Tuesday, 3 March 2009

utopia and dystopia


As any fule kno, the word Utopia was invented by Sir Thomas More in his book of the same name, published in 1516.
A fruteful and pleasaunt Worke of the beste state of a publyque weale, and of the newe yle called Utopia; written in Latine by Syr Thomas More knyght.

More’s imaginary land is depicted as enjoying a perfect social, legal, and political system. Later generations have extended the meaning of the word to cover any ideally perfect country or situation.

Etymologically, More built his word from the Greek οὐ ū ‘not’ plus τόπ(ος) tóp(os) ‘place’ (as in topic, isotope).

Theoretically it ought to be pronounced with uː-. But in practice it is pronounced juː-, exactly as if it were the prefix eu ‘good’, Greek εὐ. According to the OED, More himself made a pun upon this.
Vtopia priscis dicta ob infrequentiam, Nunc ciuitatis æmula Platonicæ..Eutopia merito sum vocanda nomine.

Be that as it may, it is as utopia that we know this word.

Words with eu- can have regular antonyms with dys-, from the Greek δυσ- ‘bad’. Thus we have eupeptic - dyspeptic and euphoria - dysphoria. Hence we get the relatively modern coinage dystopia, an imaginary place or condition in which everything is as bad as possible, which the OED dates to John Stuart Mill in 1868.

If the prefixes u- and eu- were not pronounced identically, we would not have had the irregular pair utopia - dystopia.
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TESTS OF SYMBOLS AND LAYOUT
IPA
ɪf ˈɔːl ðə ˈwɜːld wə ˈpeɪpər
ən ˈɔːl ðə ˈsiː wər ˈɪŋk
ən ˈɔːl ðə ˈtriːz wə ˈbred n ˈtʃiːz
wɒt ˈʃʊd wi ˈhæv tə ˈdrɪŋk

IPA diacritics n̩ n̥ l̩ l̥ m̩ m̥ (very poorly aligned)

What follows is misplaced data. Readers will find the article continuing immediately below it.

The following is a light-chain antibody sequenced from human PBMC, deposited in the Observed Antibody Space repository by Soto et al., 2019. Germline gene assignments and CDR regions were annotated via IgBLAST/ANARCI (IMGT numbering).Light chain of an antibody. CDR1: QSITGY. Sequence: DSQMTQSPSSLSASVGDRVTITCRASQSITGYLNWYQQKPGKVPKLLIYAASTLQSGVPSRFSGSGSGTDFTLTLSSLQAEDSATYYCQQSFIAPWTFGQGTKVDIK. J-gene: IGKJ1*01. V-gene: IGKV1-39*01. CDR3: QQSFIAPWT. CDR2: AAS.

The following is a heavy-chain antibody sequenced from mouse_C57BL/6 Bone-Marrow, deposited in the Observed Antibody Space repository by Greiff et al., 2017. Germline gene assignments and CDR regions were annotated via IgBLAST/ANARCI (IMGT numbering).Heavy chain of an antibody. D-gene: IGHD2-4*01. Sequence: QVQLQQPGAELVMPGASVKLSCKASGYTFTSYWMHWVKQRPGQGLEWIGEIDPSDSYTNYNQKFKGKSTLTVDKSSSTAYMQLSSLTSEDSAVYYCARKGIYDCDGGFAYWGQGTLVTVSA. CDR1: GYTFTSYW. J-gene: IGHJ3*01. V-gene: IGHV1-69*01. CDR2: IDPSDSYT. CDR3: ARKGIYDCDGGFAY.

Polytonic Greek
Μῆνιν ἄειδε, θεά, Πηληιάδεω Ἀχιλῆος
οὐλομένην, ἣ μυρί’ Ἀχαιοῖς ἄλγε’ ἔθηκε

Kanji 出口 入口

Arabic عيدالفطر ‘īdu l-fiṭr

Table (doesn't work)
This is column one. This is column two.
line 1 line 1
line two line two
laɪn θriː laɪn θriː

4 comments:

  1. Interestingly enough, the transcription came out well, but the voiceless diacritics didn't. I don't know Polytonic Greek. It appears to have come through fine, along with the Arabic and Kanji. The table doesn't work.

    HOWEVER, in my newsreader, NetNewsWire, only the tables didn't work. The diacritics came out perfectly.

    Eric

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  2. Just a thought, here are some traditional chinese and simplifed chinese characters. I am not sure are they any different from Kanji, but as far as I know, Kanji uses a different encoding.

    Trad: 載客 狡辯, Simp: 载客 狡辩

    Perhaps, modern greek encoding is different from polytonic greek encoding, so here we go.

    Modern Greek: Το όνομα μου είναι Κέβιν. δεν είμαι έξυπνος.

    They look okay on my screen.
    Personally, I prefer this interface than the UCL one. Shame about the IPA diacritics, they look pretty much the same on my screen, I have to really zoom in in order to see the difference, I hope they are just teething problems.

    Kevin

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  3. A similar change seems to have happened with the word "universal". Shakespeare's work suggests that it might've begun with /u:/ during that period. In the famous part that begins "Then everything includes itself in power" from Troilus and Cressida, the phrase "an universal" is used twice whereas we would say "a universal" now.

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  4. It is appealing to know who people come up with the pronunciation of a new world that was invented and fist read on a book. Now after I read your analysis I can tell which pronunciation of the "u" fits better, thanks!

    ReplyDelete